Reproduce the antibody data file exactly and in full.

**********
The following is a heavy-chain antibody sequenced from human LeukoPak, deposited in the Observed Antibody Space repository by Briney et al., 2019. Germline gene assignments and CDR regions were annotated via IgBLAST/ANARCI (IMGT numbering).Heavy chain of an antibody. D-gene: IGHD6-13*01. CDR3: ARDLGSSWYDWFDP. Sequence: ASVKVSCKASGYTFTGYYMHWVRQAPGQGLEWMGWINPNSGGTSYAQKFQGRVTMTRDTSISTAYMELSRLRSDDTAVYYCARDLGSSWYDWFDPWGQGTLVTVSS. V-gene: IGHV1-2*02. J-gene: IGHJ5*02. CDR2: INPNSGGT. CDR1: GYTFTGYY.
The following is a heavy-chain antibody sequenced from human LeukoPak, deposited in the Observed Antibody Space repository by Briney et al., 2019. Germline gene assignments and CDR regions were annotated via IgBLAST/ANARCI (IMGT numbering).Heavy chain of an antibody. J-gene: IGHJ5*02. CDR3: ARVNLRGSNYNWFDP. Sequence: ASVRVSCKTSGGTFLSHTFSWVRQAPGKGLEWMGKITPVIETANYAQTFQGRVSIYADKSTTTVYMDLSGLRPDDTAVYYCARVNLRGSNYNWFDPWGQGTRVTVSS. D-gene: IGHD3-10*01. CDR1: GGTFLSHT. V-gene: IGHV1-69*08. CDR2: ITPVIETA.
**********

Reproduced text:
The following is a heavy-chain antibody sequenced from human LeukoPak, deposited in the Observed Antibody Space repository by Briney et al., 2019. Germline gene assignments and CDR regions were annotated via IgBLAST/ANARCI (IMGT numbering).Heavy chain of an antibody. D-gene: IGHD6-13*01. CDR3: ARDLGSSWYDWFDP. Sequence: ASVKVSCKASGYTFTGYYMHWVRQAPGQGLEWMGWINPNSGGTSYAQKFQGRVTMTRDTSISTAYMELSRLRSDDTAVYYCARDLGSSWYDWFDPWGQGTLVTVSS. V-gene: IGHV1-2*02. J-gene: IGHJ5*02. CDR2: INPNSGGT. CDR1: GYTFTGYY.
The following is a heavy-chain antibody sequenced from human LeukoPak, deposited in the Observed Antibody Space repository by Briney et al., 2019. Germline gene assignments and CDR regions were annotated via IgBLAST/ANARCI (IMGT numbering).Heavy chain of an antibody. J-gene: IGHJ5*02. CDR3: ARVNLRGSNYNWFDP. Sequence: ASVRVSCKTSGGTFLSHTFSWVRQAPGKGLEWMGKITPVIETANYAQTFQGRVSIYADKSTTTVYMDLSGLRPDDTAVYYCARVNLRGSNYNWFDPWGQGTRVTVSS. D-gene: IGHD3-10*01. CDR1: GGTFLSHT. V-gene: IGHV1-69*08. CDR2: ITPVIETA.